This latest version of People You Should Know highlights Amy Sample Ward, global community development manager for NetSquared. Amy is someone I’ve kept close tabs on for her excellent insight around community building and social media marketing in the nonprofit arena. Thanks Amy!
Since your transition from Portland to London, you’ve started focusing your work more around global as opposed to local nonprofit communications. What have you enjoyed about this shift?
Hmmm…I guess I wouldn’t say that my focus has changed. I’m certainly able to connect offline with organizations working in a different geography and being in Europe means there are far more groups working “internationally” than in the US, so in those ways there’s been opportunity to shift. But my work with NetSquared has stayed the same and we have always been a global-facing organization and community (with now 70+ groups in 21+ countries).
I’ve enjoyed the local work here quite a bit as it seems that the distance between organizations using new technologies and those not doing so is much larger than it was in Portland. Part of this comes from the very structure (both cultural and organizational structure) of the organizations in the UK and the US, and the way work of government, nonprofits, and citizens crisscross. It’s been a challenge at times but it’s also been really exciting to help share lessons from one country to another, and back again.
I think nonprofits often get seeded with a reputation for being behind the curve on social media but in my mind, nonprofits have the advantage of being nimble and able to take a bit more risk in the space. What are a few nonprofits that stand out in your mind as leading the way in the social space that are able to demonstrate the benefits of being engaged online?
I think nonprofits and businesses are alike in that some are early adopters of everything, whether it’s technology, advertising, engagement, or marketing; and some, well, they just like to keep on doing things the way they always have. It’s even the same with agencies, governments, and communities. Why? Because it’s not about the type of organization or group, but about the culture and environment that group operates in.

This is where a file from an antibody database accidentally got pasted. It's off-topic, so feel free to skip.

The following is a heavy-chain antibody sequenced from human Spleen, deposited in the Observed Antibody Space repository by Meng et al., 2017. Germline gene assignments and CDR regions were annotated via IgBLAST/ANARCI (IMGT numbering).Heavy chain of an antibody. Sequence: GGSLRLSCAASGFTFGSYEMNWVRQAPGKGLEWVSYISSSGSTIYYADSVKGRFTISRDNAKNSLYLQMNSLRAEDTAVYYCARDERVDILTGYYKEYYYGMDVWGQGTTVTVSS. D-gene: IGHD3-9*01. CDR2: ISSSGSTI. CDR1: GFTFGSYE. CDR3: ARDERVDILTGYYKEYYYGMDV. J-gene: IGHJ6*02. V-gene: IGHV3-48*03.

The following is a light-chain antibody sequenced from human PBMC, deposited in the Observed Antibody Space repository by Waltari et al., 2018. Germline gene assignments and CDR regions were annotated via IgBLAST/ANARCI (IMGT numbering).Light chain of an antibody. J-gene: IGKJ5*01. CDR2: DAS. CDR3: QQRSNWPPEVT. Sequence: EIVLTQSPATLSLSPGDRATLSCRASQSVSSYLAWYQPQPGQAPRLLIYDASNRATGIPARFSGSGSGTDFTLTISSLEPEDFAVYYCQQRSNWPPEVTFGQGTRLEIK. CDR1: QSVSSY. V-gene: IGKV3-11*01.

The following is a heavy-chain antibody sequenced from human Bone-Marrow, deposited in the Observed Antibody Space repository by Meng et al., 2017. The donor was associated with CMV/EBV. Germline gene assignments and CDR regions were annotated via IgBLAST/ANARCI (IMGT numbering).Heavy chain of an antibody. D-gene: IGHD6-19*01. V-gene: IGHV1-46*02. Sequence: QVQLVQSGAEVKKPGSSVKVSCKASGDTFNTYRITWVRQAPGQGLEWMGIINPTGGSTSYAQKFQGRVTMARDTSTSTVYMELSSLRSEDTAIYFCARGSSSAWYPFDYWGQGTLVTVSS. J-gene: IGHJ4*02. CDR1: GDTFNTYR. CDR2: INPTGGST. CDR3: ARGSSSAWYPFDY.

Organizations that are able to move quickly, operate nimbly, and adapt to/adopt the tools their communities are using are most often community-driven organizations. 350.org is a perfect example. But, that doesn’t mean large, traditional institutions aren’t able to drive the space forward as well. Great examples – the National Wildlife Federation, American Red Cross, and even museums like the Women’s Museum in Texas and the Brooklyn Museum in New York.
In your experience, what are the top 3 reasons nonprofits fail to dive in head first or hedge way when results aren’t immediate from utilizing social media?
First, I think many organizations may adopt a tool or try out a platform without knowing why they are doing it, and thus what kind of metrics to look for. It’s really difficult to say something is or isn’t working if we don’t know what we’re looking at. So, not having a strategy and measurement plan in place is definitely the biggest reason organizations fail to more forward with social media.
Secondly, and this ties in to the first part, is the failure to do the homework: not knowing who the community is or which tools they are using already. Imagine how hard it would be to show up to the playground that none of your friends are at, instead of calling around and seeing what part of town everyone was already in. Doing research before adopting any tools will put you in a much better position to succeed.
Last, I would point to support. I know many instances in which maintaining the social media presence for an organizations fall to one person and is only one small part of the work on their plate. Social media is really all about communication and engagement, you get back what you put in. So, if there isn’t support for the work, it can’t be expected to go very far.
The Big Bang – #1 trend you’re seeing on the nonprofit social media front that you think will carry well into 2011 and beyond?
Blending online and offline. Whether it’s through hyperlocal tools like foursquare or Meetup Everywhere, or it’s campaigning around the world with 350.org, we see the opportunities to use online media to actually blur the lines between engaging on and offline growing. I’m really excited about this because I really believe that an online-only campaign, program, and even message will never take you or your organization as far as something that puts clicks and status messages together with feet on the street.
You’re a staple in the nonprofit community and I’m sure many folks would love an opportunity to chat with you. Should people stay tuned to your calendar for a good opportunity to connect offline at any upcoming conferences?
Wow – thank you! I try to keep my presentations page as updated as possible, so that is a great place to check in to see if we’ll be in the same place at the same time. I am also happy to connect with people on my blog and Twitter.
About Scott MeisSVP, Digital Content Strategy @ Weber Shandwick Seattle. Outdoors. Adventure. Travel. I dig the Foto.
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